I think for a long time I also didn’t research stuttering online because I didn’t want to admit to myself that I stuttered. That’s an absurd thing to say, but I think it’s true for the majority of covert stutterers. If I don’t learn about it, it doesn’t exist to me, and it won’t bother me [any more than it does]. Of course I’ve since learned that it’ll actually make you feel better knowing more. And it’s really fun to get together with other people who stutter and connect and tell stories.

I will also say that a lot of things came together at the right time. Working at the same company for a number of years gave me the confidence that stuttering more at work wouldn’t have any negative effect. Also being here gave me the financial means to start attending the NSA Conference regularly.

Do I wish I had come to this point earlier? I don’t know. I’m not sure I would have been ready for it. On the one hand, colleagues have always been good to me, so maybe it wouldn’t have made a difference. What about during college or before that? That’s even harder to say — so I’ll go with “it’s complicated.” It’s that idea of, well, had I known and been more aware, would that have had a major impact? I don’t think now it’s going to make any major career impacts, but before it would have been possible. On the other hand, isn’t that true for fluent people anyway? As life goes on, you become more narrow in your pursuits and ambition.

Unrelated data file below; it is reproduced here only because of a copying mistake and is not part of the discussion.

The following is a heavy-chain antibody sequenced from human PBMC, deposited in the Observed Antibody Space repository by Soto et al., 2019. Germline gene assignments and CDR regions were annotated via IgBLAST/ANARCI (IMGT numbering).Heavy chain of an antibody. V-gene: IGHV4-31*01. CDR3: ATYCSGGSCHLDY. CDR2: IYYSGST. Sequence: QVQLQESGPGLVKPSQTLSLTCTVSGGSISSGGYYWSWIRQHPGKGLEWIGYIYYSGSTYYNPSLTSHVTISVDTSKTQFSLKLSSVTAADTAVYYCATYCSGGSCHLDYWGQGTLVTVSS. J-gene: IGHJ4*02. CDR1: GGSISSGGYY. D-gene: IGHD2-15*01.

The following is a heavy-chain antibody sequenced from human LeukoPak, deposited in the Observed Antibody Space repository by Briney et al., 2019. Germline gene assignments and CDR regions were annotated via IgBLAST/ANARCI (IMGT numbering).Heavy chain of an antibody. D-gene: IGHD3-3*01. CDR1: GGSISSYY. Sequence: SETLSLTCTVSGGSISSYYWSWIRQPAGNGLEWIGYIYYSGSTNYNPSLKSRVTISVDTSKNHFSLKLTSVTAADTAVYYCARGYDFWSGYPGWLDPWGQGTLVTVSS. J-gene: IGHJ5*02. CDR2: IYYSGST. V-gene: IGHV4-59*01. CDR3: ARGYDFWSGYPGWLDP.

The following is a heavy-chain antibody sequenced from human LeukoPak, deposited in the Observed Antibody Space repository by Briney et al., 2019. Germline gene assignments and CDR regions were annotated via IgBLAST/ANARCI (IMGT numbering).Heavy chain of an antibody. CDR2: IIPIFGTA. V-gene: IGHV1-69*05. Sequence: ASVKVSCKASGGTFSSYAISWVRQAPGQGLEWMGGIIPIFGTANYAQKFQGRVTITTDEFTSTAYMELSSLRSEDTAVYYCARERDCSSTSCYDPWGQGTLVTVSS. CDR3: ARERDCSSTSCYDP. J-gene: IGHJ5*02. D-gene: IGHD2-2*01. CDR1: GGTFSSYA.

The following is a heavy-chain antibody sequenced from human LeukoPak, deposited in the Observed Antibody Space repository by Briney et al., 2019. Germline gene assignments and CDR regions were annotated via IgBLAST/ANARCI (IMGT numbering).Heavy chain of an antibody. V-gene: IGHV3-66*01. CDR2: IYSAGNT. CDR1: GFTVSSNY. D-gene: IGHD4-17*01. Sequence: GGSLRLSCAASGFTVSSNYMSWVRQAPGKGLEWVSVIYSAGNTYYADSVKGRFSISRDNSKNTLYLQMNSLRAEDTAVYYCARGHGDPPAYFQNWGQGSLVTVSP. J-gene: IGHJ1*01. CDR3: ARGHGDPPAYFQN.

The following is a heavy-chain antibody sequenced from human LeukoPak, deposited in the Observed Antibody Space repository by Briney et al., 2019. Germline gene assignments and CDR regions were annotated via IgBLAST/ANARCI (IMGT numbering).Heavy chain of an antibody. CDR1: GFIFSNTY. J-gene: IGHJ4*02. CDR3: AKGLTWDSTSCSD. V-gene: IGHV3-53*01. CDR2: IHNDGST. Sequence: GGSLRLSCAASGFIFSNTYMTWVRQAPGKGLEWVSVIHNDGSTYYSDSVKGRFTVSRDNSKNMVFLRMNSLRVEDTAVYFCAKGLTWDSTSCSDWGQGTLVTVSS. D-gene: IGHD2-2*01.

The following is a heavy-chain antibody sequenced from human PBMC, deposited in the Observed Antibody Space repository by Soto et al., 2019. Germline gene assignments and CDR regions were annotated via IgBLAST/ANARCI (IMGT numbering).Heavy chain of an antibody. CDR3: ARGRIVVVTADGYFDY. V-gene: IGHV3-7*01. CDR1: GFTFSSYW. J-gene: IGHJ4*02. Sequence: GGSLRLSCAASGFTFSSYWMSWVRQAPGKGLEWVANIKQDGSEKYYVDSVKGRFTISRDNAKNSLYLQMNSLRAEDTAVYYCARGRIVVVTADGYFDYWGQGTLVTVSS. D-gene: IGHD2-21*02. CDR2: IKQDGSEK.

Stuttering through Lunch

Back to talking about the NSA Annual Conference.

Before going to a workshop on What’s Hot in Stuttering Research, I went to … lunch.

There was a First Timer’s lunch, so I grabbed a bagged lunch and headed into the hall. Round tables. Chairs. Strangers. Flashbacks to getting seated at weddings. Having to introduce myself to strangers. Danger! I was already halfway into the room, so no turning back. Wait! You’re here to meet people! No, no! Where’s someone I know? Anybody? I looked around. I was still walking. I was being told where to sit and …


Next to a stranger. Other strangers at the table. Someone I know seated next to me! Bonus!

(This is the kind of push-pull that I went through at the conference every day — I’m here to stutter and meet new people. But I’m also holding on to my old ways and fears.)

Alright, let’s get through the introductions. Not all the seats were filled, so that was good. Less stressful at least. The person to my immediate right was not someone who stuttered. She was a speech language pathologist. Well now, this is an interesting change of pace.